Babies do a lot of growing. In the first 12 months alone, their weight triples and their brain size doubles.
This extraordinary growth is dependent on iron, a vital mineral in blood that helps deliver oxygen throughout the body. For infants, iron is critical for brain development. A lack of enough iron can lead to physical, mental and emotional delays.
How can I be sure my baby is getting enough iron?
During well-child visits, your baby's pediatrician will evaluate him or her for signs of anemia, a deficiency of red blood cells most often caused by a lack of iron in the body, says Dr. Rachel Klein, a board-certified pediatrician with Sharp Rees-Stealy Medical Group.
Healthy, full-term babies are usually born with enough iron to last about the first four months of life. If you are exclusively breastfeeding, your baby may need an iron supplement after four months because breastmilk doesn't contain enough iron to meet the needs of a growing body, Dr. Klein says. If you are feeding your baby with formula, which has iron added to it, he or she typically does not need a supplement.
Beginning at about six months, your baby will get iron from eating solid foods, such as iron-fortified cereals and other iron-rich foods such as meats, green leafy vegetables, beans and peas. Exclusively breastfed babies can usually stop taking the iron supplement at this point.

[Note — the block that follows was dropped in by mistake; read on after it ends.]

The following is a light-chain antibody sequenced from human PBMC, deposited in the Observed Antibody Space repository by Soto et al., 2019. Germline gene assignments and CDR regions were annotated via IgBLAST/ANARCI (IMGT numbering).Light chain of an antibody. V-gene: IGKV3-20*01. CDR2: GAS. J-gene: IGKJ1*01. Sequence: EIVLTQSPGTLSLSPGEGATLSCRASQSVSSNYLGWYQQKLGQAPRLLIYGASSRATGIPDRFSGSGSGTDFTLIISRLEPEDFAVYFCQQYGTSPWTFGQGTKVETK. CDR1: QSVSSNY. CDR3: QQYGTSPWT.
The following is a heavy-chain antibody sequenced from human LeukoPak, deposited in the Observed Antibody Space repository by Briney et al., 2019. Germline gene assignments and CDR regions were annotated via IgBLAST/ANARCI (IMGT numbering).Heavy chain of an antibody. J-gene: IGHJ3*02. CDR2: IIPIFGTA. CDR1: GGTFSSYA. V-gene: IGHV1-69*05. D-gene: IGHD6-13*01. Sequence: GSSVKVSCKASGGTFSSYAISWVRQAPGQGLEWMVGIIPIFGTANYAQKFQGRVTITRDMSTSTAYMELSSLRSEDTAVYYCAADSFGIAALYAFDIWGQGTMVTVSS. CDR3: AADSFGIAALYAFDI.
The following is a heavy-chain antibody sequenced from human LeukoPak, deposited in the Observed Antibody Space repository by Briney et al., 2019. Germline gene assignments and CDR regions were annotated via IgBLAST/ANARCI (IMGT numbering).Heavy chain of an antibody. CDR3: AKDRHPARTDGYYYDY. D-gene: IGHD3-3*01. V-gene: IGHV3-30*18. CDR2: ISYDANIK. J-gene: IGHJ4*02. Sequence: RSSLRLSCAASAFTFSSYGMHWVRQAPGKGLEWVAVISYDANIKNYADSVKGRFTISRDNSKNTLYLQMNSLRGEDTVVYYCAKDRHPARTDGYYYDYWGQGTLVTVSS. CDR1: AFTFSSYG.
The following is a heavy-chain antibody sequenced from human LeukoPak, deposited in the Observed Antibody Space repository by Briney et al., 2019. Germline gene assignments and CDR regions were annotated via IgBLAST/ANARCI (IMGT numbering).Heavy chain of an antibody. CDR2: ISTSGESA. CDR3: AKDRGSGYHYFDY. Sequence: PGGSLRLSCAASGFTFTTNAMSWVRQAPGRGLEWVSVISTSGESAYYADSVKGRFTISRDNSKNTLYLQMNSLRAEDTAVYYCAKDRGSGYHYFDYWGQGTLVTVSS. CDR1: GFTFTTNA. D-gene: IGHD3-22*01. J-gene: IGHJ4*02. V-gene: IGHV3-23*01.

The American Academy of Pediatrics recommends screening all babies for iron deficiency and iron-deficiency anemia at 12 months through a simple blood test. At this age, your baby may begin drinking cow's milk, which is low in iron and actually prevents the body from absorbing the mineral. They also may become more picky eaters and may consume fewer iron-rich foods.
If your baby is determined to be anemic, his or her doctor will recommend steps to increase iron intake — through dietary changes or supplemental iron drops. If the anemia continues despite iron supplementation, further testing can determine the cause.
What are the signs of iron deficiency?
Signs and symptoms of iron-deficiency anemia to watch for include:
- Dizziness or feeling lightheaded
- Low appetite
- Pale skin, especially around the hands, nails and eyelids
- Rapid heartbeat or a heart murmur
- Tiredness and weakness
Can I do anything while pregnant to prevent iron deficiency in my baby?
In most cases, you cannot prevent iron deficiency through dietary changes during pregnancy. Usually, deficiencies relate to your baby's diet at the time of diagnosis, Klein says.
If you are iron deficient during pregnancy, however, it can increase the risk of your baby being iron deficient due to decreased stores at birth. Your pediatrician will typically screen your baby for anemia earlier than 12 months.